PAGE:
'Govt. motors' era over
By Mike Colias, Crain News Service
DETROIT (Dec. 10, 2013) — The U.S. Treasury on Dec. 9 sold its last shares of General Motors Co. stock, ending more than four years of government ownership in the nation's largest auto maker at a loss of about $10.5 billion to U.S. taxpayers.
The government said in a statement that it recouped $39 billion of its original $49.5 billion investment into GM. Company executives and auto dealers say the stigma of federal ownership, which earned GM the derisive nickname “Government Motors,” has hurt sales.
“We will always be grateful for the second chance extended to us and we are doing our best to make the most of it,” GM CEO Dan Akerson said in a statement.
“Continued investments, innovation, and job creation are just some of the ‘returns' of a healthy GM and domestic auto industry. Our work continues uninterrupted, and we will keep our sights squarely on our customers and transforming the way we do business.”
Talking to reporters at a press event in Detroit Dec. 9, GM North America President Mark Reuss said he believes that the government's exit could give GM a short-term sales lift and help its image in the longer term.
“I think probably some people will begin to consider us right away, maybe the next day,” he said, acknowledging that truck buyers “probably” have been most turned off by GM's government ownership.
Mr. Reuss sent a Twitter message saying, “Free at last, free at last—thanks to all of the hard work and those who gave us a chance.”
He said GM has spent “four years on the fundamentals” to become a more nimble company with a stronger focus on making quality cars and trucks.
Treasury Secretary Jack Lew told reporters on a conference call: “This marks one of the final chapters in the administration's efforts to protect the broader economy by providing support to the automobile industry.”
Mr. Lew said that the automotive industry has created more than 370,000 new automotive jobs since GM exited bankruptcy in the summer of 2009. “All three U.S. auto makers are profitable, competitive, and growing,” he said.
GM shares yesterday hit their highest level since they began trading publicly three years ago, rising to $41.16 before closing at $40.90.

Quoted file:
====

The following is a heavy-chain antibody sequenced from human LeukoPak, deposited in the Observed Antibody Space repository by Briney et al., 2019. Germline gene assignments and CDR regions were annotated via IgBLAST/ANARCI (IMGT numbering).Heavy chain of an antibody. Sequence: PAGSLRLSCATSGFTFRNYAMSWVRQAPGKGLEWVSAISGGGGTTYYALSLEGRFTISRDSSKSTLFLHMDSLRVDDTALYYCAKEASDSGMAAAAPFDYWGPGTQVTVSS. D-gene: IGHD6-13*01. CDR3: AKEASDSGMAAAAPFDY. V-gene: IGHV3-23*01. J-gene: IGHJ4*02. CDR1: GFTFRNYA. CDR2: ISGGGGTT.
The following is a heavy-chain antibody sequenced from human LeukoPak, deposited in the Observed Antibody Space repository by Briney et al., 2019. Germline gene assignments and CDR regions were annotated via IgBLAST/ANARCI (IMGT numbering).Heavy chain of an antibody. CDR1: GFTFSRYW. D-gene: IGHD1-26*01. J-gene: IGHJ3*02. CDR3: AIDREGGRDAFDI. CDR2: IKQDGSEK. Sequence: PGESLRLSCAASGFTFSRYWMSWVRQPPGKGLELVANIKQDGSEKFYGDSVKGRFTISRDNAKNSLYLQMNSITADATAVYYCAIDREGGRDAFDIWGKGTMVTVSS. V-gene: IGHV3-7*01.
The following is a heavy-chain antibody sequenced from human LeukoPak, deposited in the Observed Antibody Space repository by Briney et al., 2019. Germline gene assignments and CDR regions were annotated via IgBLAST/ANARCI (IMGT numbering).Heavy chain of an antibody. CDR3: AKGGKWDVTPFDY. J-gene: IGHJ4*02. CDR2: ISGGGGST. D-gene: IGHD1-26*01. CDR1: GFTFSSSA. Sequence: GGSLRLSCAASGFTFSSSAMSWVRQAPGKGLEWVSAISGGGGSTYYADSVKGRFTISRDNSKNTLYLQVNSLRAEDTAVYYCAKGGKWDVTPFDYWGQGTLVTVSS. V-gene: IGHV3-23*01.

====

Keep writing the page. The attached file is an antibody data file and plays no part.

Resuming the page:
The GM bailout was launched in late 2008 under President George W. Bush's administration as part of the government's broader, $421.8 billion Troubled Asset Relief Program (TARP)—most of it to bail out lenders during the financial crisis. The funding was continued under President Barack Obama, which created an automotive task force to restructure GM and Chrysler Group L.L.C.
The government gave GM about $40 billion in loans in exchange or a roughly 61 percent equity stake in GM. The bulk of the money recouped by the government came through periodic stock sales, including GM's $5.5 billion purchase of 200 million shares in December 2012.
GM also made $6.7 billion repayment in 2010.
The Treasury lost about $1.3 billion on its $12.5 billion investment in Chrysler when it sold its remaining shares in 2011.
In a statement issued by the White House, President Obama said the bailout preserved about 1 million automotive industry-related jobs and helped to blunt the severity of the recession.
“When things looked darkest for our most iconic industry, we bet on what was true: the ingenuity and resilience of the proud, hardworking men and women who make this country strong,” he said. “Today, that bet has paid off. The American auto industry is back.”
GM has posted 15 straight quarters of profits since emerging from bankruptcy, racking up nearly $20 billion in net income.
This report appeared on autonews.com, the website of Automotive News, a Detroit-based sister publication of Tire Business.
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